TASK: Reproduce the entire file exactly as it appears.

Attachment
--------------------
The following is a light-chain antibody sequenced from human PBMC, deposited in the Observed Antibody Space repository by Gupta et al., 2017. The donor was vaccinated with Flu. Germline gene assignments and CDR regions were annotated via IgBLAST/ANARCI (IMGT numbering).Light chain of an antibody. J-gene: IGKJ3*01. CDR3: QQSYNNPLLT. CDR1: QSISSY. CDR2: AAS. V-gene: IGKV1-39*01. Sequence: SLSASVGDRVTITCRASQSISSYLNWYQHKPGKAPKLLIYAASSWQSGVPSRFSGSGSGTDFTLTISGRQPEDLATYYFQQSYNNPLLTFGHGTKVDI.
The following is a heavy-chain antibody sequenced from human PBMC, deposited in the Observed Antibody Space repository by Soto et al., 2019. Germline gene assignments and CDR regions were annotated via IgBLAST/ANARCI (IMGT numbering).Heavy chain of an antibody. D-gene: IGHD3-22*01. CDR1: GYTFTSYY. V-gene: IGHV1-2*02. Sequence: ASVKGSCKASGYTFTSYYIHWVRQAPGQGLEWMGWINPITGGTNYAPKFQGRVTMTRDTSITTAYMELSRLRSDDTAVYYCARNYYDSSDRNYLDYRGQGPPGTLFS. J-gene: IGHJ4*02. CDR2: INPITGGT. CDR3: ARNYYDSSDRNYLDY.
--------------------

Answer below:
The following is a light-chain antibody sequenced from human PBMC, deposited in the Observed Antibody Space repository by Gupta et al., 2017. The donor was vaccinated with Flu. Germline gene assignments and CDR regions were annotated via IgBLAST/ANARCI (IMGT numbering).Light chain of an antibody. J-gene: IGKJ3*01. CDR3: QQSYNNPLLT. CDR1: QSISSY. CDR2: AAS. V-gene: IGKV1-39*01. Sequence: SLSASVGDRVTITCRASQSISSYLNWYQHKPGKAPKLLIYAASSWQSGVPSRFSGSGSGTDFTLTISGRQPEDLATYYFQQSYNNPLLTFGHGTKVDI.
The following is a heavy-chain antibody sequenced from human PBMC, deposited in the Observed Antibody Space repository by Soto et al., 2019. Germline gene assignments and CDR regions were annotated via IgBLAST/ANARCI (IMGT numbering).Heavy chain of an antibody. D-gene: IGHD3-22*01. CDR1: GYTFTSYY. V-gene: IGHV1-2*02. Sequence: ASVKGSCKASGYTFTSYYIHWVRQAPGQGLEWMGWINPITGGTNYAPKFQGRVTMTRDTSITTAYMELSRLRSDDTAVYYCARNYYDSSDRNYLDYRGQGPPGTLFS. J-gene: IGHJ4*02. CDR2: INPITGGT. CDR3: ARNYYDSSDRNYLDY.